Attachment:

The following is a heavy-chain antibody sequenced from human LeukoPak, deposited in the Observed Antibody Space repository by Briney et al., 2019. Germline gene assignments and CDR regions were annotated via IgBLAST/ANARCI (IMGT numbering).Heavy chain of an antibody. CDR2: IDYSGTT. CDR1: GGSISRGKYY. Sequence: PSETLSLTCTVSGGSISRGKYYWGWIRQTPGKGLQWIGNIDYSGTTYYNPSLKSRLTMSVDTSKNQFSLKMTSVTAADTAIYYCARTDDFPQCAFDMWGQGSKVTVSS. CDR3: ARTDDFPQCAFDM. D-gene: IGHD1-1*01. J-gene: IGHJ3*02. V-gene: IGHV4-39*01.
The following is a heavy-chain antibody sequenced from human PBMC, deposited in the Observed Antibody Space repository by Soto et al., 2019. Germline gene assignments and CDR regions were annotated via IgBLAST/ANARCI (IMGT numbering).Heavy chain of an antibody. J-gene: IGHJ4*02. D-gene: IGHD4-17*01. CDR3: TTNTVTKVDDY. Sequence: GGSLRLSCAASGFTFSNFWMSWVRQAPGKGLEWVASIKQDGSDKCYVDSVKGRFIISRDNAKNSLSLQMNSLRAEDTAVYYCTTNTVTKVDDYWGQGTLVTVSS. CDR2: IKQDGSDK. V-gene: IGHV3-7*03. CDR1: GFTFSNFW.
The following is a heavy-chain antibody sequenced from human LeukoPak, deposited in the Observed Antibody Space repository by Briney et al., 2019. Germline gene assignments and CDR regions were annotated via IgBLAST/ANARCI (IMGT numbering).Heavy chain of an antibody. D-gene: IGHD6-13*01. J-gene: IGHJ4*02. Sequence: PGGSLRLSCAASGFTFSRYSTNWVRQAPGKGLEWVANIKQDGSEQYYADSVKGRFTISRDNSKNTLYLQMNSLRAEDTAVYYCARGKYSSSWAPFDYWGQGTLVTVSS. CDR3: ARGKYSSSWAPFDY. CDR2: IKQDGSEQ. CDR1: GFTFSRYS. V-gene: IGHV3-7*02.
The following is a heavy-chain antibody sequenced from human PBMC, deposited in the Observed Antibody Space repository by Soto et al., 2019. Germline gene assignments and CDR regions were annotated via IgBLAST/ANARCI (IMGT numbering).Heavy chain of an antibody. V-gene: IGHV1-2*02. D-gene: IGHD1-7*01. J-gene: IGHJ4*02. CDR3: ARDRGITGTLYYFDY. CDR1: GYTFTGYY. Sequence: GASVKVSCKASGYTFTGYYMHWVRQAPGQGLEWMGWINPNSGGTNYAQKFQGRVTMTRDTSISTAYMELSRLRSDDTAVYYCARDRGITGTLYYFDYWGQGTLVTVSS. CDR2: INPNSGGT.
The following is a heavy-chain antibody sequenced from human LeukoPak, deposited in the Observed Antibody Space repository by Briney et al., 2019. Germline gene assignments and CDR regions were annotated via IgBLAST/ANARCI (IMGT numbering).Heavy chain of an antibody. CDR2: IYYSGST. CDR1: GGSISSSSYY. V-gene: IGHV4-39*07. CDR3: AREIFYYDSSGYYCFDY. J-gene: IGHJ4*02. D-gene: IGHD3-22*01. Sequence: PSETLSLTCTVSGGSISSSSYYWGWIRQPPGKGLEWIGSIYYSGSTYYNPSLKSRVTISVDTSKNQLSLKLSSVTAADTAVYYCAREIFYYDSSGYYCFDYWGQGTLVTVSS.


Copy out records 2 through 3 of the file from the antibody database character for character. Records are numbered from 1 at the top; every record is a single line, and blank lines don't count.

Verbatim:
The following is a heavy-chain antibody sequenced from human PBMC, deposited in the Observed Antibody Space repository by Soto et al., 2019. Germline gene assignments and CDR regions were annotated via IgBLAST/ANARCI (IMGT numbering).Heavy chain of an antibody. J-gene: IGHJ4*02. D-gene: IGHD4-17*01. CDR3: TTNTVTKVDDY. Sequence: GGSLRLSCAASGFTFSNFWMSWVRQAPGKGLEWVASIKQDGSDKCYVDSVKGRFIISRDNAKNSLSLQMNSLRAEDTAVYYCTTNTVTKVDDYWGQGTLVTVSS. CDR2: IKQDGSDK. V-gene: IGHV3-7*03. CDR1: GFTFSNFW.
The following is a heavy-chain antibody sequenced from human LeukoPak, deposited in the Observed Antibody Space repository by Briney et al., 2019. Germline gene assignments and CDR regions were annotated via IgBLAST/ANARCI (IMGT numbering).Heavy chain of an antibody. D-gene: IGHD6-13*01. J-gene: IGHJ4*02. Sequence: PGGSLRLSCAASGFTFSRYSTNWVRQAPGKGLEWVANIKQDGSEQYYADSVKGRFTISRDNSKNTLYLQMNSLRAEDTAVYYCARGKYSSSWAPFDYWGQGTLVTVSS. CDR3: ARGKYSSSWAPFDY. CDR2: IKQDGSEQ. CDR1: GFTFSRYS. V-gene: IGHV3-7*02.